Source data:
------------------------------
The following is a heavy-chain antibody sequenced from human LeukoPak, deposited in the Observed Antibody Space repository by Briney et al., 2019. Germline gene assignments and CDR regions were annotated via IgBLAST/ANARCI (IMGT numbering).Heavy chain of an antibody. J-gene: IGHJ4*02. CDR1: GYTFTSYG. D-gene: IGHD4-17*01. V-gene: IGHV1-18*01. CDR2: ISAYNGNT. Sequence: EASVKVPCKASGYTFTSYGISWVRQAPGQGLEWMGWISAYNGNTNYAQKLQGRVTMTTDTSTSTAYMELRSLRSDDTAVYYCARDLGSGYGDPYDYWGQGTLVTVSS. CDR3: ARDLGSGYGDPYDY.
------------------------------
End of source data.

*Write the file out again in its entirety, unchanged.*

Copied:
The following is a heavy-chain antibody sequenced from human LeukoPak, deposited in the Observed Antibody Space repository by Briney et al., 2019. Germline gene assignments and CDR regions were annotated via IgBLAST/ANARCI (IMGT numbering).Heavy chain of an antibody. J-gene: IGHJ4*02. CDR1: GYTFTSYG. D-gene: IGHD4-17*01. V-gene: IGHV1-18*01. CDR2: ISAYNGNT. Sequence: EASVKVPCKASGYTFTSYGISWVRQAPGQGLEWMGWISAYNGNTNYAQKLQGRVTMTTDTSTSTAYMELRSLRSDDTAVYYCARDLGSGYGDPYDYWGQGTLVTVSS. CDR3: ARDLGSGYGDPYDY.